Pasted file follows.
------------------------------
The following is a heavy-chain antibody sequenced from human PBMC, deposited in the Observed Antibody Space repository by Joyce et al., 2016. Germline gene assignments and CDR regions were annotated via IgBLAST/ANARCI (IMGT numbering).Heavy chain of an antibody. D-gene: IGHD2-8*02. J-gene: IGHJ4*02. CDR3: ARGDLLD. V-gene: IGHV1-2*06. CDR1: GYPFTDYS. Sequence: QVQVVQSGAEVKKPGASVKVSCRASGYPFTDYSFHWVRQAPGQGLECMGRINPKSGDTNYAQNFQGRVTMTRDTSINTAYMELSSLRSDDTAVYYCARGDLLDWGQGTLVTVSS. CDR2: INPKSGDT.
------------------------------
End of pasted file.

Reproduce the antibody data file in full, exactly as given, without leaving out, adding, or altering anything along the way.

The following is a heavy-chain antibody sequenced from human PBMC, deposited in the Observed Antibody Space repository by Joyce et al., 2016. Germline gene assignments and CDR regions were annotated via IgBLAST/ANARCI (IMGT numbering).Heavy chain of an antibody. D-gene: IGHD2-8*02. J-gene: IGHJ4*02. CDR3: ARGDLLD. V-gene: IGHV1-2*06. CDR1: GYPFTDYS. Sequence: QVQVVQSGAEVKKPGASVKVSCRASGYPFTDYSFHWVRQAPGQGLECMGRINPKSGDTNYAQNFQGRVTMTRDTSINTAYMELSSLRSDDTAVYYCARGDLLDWGQGTLVTVSS. CDR2: INPKSGDT.